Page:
Northrop Grumman Almost Built a New Stealth Fighter for Japan (Like a YF-23?): In 2018, Northrop Grumman almost became a fighter maker again as it had reportedly looked to develop an advanced multirole combat aircraft for the Japanese Air Self-Defense Force (JASDF). Some even thought Northrop could have created a new version of the YF-23 for Tokyo – but it never happened.
Japanese F-X Program
Tokyo’s F-X program began when the United States banned exports of the Lockheed Martin F-22 Raptor as part of the 1997 Obey amendment in order to safeguard its advanced technology, including its stealth capabilities. As a result, Japan could not purchase the F-22 and as a result, considered producing a domestically-built fighter. At the same time, the Japanese government sent out proposals to the U.S. and UK to seek participation in the project.
As Reuters reported in 2018, “Bringing in foreign partners would allow Japan to spread development costs, estimated to be around $40 billion, and give it access to technology it would otherwise have to develop from scratch.”
A number of firms including BAE Systems, Boeing, Lockheed Martin, and Northrop Grumman all responded. Boeing offered an upgrade to the JASDF’s F-15 – which of course may have resulted in something similar to the Boeing F-15EX that is now entering service with the U.S. Air Force. BAE Systems similarly offered an upgraded Eurofighter Typhoon, while Lockheed Martin proposed an F-22/F-35 hybrid fighter.
Northrop Grumman also expressed interest in what became the F-3 program – and it reportedly responded to the Japanese request for information (RFI), and even held preliminary talks with the Japanese defense industry.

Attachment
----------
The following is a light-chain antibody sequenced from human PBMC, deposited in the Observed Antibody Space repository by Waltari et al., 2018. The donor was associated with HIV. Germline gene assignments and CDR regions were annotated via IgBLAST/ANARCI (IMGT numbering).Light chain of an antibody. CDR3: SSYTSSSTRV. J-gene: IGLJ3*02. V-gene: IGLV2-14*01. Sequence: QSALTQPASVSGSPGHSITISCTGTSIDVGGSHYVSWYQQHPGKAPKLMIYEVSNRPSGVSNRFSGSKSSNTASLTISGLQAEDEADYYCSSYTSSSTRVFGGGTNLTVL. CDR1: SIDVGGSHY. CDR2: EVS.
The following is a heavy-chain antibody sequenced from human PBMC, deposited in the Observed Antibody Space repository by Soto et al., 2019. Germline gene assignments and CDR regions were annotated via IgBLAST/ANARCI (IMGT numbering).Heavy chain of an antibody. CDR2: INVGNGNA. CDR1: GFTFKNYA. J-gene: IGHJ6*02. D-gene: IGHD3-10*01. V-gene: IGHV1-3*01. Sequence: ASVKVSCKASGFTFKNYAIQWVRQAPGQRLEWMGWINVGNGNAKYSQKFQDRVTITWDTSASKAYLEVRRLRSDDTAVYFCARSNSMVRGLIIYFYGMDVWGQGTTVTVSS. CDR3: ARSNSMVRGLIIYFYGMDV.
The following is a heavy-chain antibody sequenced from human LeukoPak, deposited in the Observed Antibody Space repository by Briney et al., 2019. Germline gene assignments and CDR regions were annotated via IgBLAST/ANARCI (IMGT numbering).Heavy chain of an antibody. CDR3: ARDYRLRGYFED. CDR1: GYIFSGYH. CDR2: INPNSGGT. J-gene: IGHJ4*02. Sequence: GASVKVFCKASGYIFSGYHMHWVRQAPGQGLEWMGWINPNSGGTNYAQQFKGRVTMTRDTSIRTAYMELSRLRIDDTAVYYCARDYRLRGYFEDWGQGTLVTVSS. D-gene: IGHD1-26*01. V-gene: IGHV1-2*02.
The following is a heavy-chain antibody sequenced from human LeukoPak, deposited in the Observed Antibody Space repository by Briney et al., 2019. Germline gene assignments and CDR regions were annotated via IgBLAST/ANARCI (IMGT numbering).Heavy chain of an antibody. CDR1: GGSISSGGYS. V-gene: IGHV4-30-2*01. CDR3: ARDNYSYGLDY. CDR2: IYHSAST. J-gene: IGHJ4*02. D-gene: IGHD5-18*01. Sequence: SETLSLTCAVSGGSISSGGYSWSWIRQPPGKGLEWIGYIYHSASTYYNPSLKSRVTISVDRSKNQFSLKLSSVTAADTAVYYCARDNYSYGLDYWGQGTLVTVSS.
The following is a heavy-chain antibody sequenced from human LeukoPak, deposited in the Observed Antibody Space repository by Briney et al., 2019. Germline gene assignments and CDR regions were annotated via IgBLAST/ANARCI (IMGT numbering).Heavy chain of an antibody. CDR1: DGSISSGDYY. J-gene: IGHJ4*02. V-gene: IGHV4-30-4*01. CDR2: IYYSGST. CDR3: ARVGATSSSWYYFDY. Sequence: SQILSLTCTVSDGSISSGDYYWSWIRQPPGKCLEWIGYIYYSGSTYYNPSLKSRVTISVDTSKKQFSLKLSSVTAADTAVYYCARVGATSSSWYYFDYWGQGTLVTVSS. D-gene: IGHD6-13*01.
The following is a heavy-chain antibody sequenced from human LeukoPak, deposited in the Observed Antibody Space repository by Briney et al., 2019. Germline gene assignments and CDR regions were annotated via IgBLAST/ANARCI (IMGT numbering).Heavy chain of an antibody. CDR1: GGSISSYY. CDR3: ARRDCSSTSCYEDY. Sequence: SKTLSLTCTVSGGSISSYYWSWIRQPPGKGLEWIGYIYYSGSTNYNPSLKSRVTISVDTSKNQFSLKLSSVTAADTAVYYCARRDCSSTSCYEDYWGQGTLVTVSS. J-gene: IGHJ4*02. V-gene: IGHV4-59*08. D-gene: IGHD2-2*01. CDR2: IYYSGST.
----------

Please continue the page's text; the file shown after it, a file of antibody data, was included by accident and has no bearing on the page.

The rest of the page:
There is speculation that the company even dusted off the specs for its YF-23. This aircraft lost the United States Air Force’s Advanced Tactical Fighter (ATF) competition in 1991 to the Lockheed Martin F-22 Raptor. Quite a few articles from 2018 until the present day discuss how Japan might have gone in this direction, as the YF-23 did sport some pretty strong stealth technology. Some experts to this day still consider the YF-23 a better plane than the F-22 Raptor.
It also provided Tokyo with a “menu of technologies” that it could contribute to the F-35 fighter project.
No YF-23: Tokyo Went in Another Direction
However, it also appeared that even as Japan had wanted a foreign partner to share the cost, it also sought to ensure that domestic companies would provide the F-3’s avionics and flight hardware, which include communication and navigation systems, radar, and engines. Those were already being developed by the Japanese IHI Corp.
In October 2020, Mitsubishi Heavy Industries was selected as the lead developer of the fighter program, which is now on track to replace the Mitsubishi F-2 by the mid-2030s. The F-2, which entered service in 2000, was built jointly by Mitsubishi and Lockheed Martin. It isn’t clear how far along the F-3 currently is, but Japan also joined the British-led Future Combat Air System (FCAS) program, also known as Tempest.
There still remains speculation in what “could have been” had Northrop Grumman been given a chance to develop the F-3. Perhaps it would have been something like the YF-23, which many aviation buffs consider a missed opportunity.
A Senior Editor for 19FortyFive, Peter Suciu is a Michigan-based writer. He has contributed to more than four dozen magazines, newspapers, and websites with over 3,000 published pieces over a twenty-year career in journalism. He regularly writes about military hardware, firearms history, cybersecurity, and international affairs. Peter is also a Contributing Writer for Forbes and Clearance Jobs. You can follow him on Twitter: @PeterSuciu.